Tanya Plibersek, who’d been expected to hold the education portfolio, summarised Labor’s desired approach when she was shadow minister. “The aim of an accord would be to build consensus on key policy questions and national priorities in a sober, evidence-based way, without so much of the political cut and thrust. Building that consensus should help university reform stick.”
But Andrew Norton, professor in the practice of higher education policy at the Australian National University, says the word “accord” carries “the implication we’re going to seek agreement between conflicting views and interests rather than pursue a coherent new policy direction based on rigorous analysis”.
While the collaborative approach is welcome, potential tension points are obvious, especially when the government will be under heavy budgetary constraints for years to come.
A coming test for consensus will be the September jobs summit. This will be an ideas-gathering exercise, but the government will also want to shape it as a prelude to the October budget, and that would require some common messages.
The summit needs to reach a degree of agreement on the immediate problems, probably not so difficult given the acute labour market shortages. To what extent, however, will participants be able to coalesce around solutions, for example the desirable level of migration?
In a bold or foolhardy gesture, depending on your view, Albanese has indicated he won’t be deterred by a failure to reach consensus in one of the most sensitive policy areas he faces. This is the plan to hold a constitutional referendum this term to enshrine an Indigenous Voice to Parliament.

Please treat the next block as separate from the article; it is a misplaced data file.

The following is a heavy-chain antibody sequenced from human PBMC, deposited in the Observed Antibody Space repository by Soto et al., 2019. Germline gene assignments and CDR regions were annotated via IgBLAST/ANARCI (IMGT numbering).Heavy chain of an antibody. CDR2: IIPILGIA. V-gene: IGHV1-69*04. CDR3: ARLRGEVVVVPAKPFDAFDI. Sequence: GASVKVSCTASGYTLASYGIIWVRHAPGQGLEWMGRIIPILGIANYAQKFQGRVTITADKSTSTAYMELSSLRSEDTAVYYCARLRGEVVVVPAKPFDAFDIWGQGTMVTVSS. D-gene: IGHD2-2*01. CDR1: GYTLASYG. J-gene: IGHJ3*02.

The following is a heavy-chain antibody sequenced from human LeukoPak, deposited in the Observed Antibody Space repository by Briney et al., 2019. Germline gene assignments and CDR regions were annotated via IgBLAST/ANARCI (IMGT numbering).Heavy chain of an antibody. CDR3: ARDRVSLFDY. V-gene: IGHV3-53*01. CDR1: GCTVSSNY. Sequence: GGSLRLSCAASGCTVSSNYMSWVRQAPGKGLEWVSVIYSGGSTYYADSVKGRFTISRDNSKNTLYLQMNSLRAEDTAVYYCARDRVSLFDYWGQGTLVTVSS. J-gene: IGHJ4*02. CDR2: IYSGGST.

In a recent interview with The Australian, the prime minister said: “You don’t need a consensus but you need a broad agreement, firstly, among First Nations leaders and then, secondly, you would seek to get as broad a political agreement as possible for a referendum.
“So that doesn’t mean that any group would have veto power because my concern is that unless there is a referendum in the foreseeable future, then the momentum will be lost.” If the Coalition was opposed, “we would consider that as a factor but not necessarily a decisive one”.
The conventional wisdom is that, given the difficulties of getting any referendum through and the dismal history of attempts, bipartisanship would be essential for the success of this one. Speaking on Sky on Thursday, opposition spokesman Julian Leeser was non-committal about the Coalition’s likely position.
The costs of failure on something so fundamental would be high. The defeat of the 1999 referendum on the republic put the issue off the agenda for a generation (so far).
It would be extremely risky for Albanese to go to the people without consensus across the major parties.
On the other hand, it might be that his threat to do so would increase the pressure on the opposition. Certainly it would intensify what will be a very difficult debate within it. Would the Coalition really want to withhold its support, and by doing so fuel division in the community?
It’s too early to say. But we can say this referendum is shaping up as the highest-stakes social issue of this parliamentary term.
This article was written by:
Michelle Grattan does not work for, consult, own shares in or receive funding from any company or organisation that would benefit from this article, and has disclosed no relevant affiliations beyond their academic appointment.